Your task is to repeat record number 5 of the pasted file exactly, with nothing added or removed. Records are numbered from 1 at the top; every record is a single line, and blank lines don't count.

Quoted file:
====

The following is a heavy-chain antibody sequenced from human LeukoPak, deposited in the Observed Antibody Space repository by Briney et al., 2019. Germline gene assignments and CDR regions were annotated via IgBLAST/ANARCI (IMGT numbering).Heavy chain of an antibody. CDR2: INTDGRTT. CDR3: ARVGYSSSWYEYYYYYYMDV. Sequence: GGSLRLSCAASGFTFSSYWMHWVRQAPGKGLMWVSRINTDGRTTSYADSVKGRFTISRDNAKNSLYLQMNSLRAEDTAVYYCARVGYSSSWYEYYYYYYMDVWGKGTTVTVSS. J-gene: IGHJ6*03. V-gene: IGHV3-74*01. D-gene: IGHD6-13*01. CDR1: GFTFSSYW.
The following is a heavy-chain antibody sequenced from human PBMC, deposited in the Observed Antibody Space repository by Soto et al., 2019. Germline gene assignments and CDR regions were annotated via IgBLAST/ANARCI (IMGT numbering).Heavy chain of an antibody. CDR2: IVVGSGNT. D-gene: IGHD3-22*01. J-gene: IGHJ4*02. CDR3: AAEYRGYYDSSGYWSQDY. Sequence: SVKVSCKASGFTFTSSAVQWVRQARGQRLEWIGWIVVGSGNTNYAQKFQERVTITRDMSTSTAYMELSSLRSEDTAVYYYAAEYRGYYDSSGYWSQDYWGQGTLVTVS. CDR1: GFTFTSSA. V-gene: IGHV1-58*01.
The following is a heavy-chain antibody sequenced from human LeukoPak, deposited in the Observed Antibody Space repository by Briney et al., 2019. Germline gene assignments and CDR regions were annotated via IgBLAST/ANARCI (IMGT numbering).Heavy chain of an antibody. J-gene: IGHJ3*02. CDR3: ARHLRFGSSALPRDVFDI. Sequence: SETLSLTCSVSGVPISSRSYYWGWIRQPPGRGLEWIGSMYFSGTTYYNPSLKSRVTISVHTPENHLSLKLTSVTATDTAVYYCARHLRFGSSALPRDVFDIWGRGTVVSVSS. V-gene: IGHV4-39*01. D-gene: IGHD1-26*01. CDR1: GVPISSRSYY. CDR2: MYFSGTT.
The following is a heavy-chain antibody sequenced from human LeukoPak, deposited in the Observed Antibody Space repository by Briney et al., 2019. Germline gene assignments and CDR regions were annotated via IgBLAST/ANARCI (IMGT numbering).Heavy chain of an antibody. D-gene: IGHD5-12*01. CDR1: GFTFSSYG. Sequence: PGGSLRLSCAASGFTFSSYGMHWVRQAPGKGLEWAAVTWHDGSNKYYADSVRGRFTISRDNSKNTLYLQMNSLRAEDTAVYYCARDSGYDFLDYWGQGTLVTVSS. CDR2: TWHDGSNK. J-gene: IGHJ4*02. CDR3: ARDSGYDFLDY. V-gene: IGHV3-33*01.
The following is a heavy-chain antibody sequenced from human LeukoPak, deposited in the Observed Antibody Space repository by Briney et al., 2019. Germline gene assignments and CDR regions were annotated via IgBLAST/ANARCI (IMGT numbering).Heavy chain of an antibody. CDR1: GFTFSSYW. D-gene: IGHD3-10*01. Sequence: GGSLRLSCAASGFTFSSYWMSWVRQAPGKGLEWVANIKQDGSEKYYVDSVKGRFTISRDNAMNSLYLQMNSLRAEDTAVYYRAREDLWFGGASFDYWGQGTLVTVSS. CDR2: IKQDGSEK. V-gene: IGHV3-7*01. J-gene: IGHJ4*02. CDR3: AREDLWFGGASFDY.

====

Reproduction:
The following is a heavy-chain antibody sequenced from human LeukoPak, deposited in the Observed Antibody Space repository by Briney et al., 2019. Germline gene assignments and CDR regions were annotated via IgBLAST/ANARCI (IMGT numbering).Heavy chain of an antibody. CDR1: GFTFSSYW. D-gene: IGHD3-10*01. Sequence: GGSLRLSCAASGFTFSSYWMSWVRQAPGKGLEWVANIKQDGSEKYYVDSVKGRFTISRDNAMNSLYLQMNSLRAEDTAVYYRAREDLWFGGASFDYWGQGTLVTVSS. CDR2: IKQDGSEK. V-gene: IGHV3-7*01. J-gene: IGHJ4*02. CDR3: AREDLWFGGASFDY.